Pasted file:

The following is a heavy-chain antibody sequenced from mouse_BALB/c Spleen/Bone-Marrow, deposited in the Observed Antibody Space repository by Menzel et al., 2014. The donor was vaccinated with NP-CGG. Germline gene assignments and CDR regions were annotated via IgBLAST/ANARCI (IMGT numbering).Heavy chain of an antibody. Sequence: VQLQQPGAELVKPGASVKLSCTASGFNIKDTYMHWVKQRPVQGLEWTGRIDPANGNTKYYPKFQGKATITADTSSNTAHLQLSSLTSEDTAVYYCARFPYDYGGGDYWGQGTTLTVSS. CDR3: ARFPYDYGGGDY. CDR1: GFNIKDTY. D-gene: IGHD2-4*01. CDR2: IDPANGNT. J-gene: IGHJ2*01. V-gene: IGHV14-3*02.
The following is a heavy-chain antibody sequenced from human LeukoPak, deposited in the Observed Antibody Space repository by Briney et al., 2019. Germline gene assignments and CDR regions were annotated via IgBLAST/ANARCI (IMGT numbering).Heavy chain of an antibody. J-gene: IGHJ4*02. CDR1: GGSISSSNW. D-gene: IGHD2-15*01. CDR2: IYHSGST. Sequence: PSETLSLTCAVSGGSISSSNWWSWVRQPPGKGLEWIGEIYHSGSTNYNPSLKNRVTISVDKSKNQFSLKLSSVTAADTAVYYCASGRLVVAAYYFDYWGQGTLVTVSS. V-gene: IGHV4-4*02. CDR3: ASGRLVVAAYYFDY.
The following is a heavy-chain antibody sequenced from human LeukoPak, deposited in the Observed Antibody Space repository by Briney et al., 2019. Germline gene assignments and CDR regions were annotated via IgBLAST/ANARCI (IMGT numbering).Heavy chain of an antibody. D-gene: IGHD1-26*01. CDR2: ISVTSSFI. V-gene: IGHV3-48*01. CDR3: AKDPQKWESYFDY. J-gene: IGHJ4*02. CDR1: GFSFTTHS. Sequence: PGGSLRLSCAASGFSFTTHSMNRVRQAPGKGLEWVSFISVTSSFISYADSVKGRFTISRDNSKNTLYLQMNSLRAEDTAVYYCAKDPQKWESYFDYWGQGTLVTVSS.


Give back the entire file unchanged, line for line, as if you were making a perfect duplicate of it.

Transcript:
The following is a heavy-chain antibody sequenced from mouse_BALB/c Spleen/Bone-Marrow, deposited in the Observed Antibody Space repository by Menzel et al., 2014. The donor was vaccinated with NP-CGG. Germline gene assignments and CDR regions were annotated via IgBLAST/ANARCI (IMGT numbering).Heavy chain of an antibody. Sequence: VQLQQPGAELVKPGASVKLSCTASGFNIKDTYMHWVKQRPVQGLEWTGRIDPANGNTKYYPKFQGKATITADTSSNTAHLQLSSLTSEDTAVYYCARFPYDYGGGDYWGQGTTLTVSS. CDR3: ARFPYDYGGGDY. CDR1: GFNIKDTY. D-gene: IGHD2-4*01. CDR2: IDPANGNT. J-gene: IGHJ2*01. V-gene: IGHV14-3*02.
The following is a heavy-chain antibody sequenced from human LeukoPak, deposited in the Observed Antibody Space repository by Briney et al., 2019. Germline gene assignments and CDR regions were annotated via IgBLAST/ANARCI (IMGT numbering).Heavy chain of an antibody. J-gene: IGHJ4*02. CDR1: GGSISSSNW. D-gene: IGHD2-15*01. CDR2: IYHSGST. Sequence: PSETLSLTCAVSGGSISSSNWWSWVRQPPGKGLEWIGEIYHSGSTNYNPSLKNRVTISVDKSKNQFSLKLSSVTAADTAVYYCASGRLVVAAYYFDYWGQGTLVTVSS. V-gene: IGHV4-4*02. CDR3: ASGRLVVAAYYFDY.
The following is a heavy-chain antibody sequenced from human LeukoPak, deposited in the Observed Antibody Space repository by Briney et al., 2019. Germline gene assignments and CDR regions were annotated via IgBLAST/ANARCI (IMGT numbering).Heavy chain of an antibody. D-gene: IGHD1-26*01. CDR2: ISVTSSFI. V-gene: IGHV3-48*01. CDR3: AKDPQKWESYFDY. J-gene: IGHJ4*02. CDR1: GFSFTTHS. Sequence: PGGSLRLSCAASGFSFTTHSMNRVRQAPGKGLEWVSFISVTSSFISYADSVKGRFTISRDNSKNTLYLQMNSLRAEDTAVYYCAKDPQKWESYFDYWGQGTLVTVSS.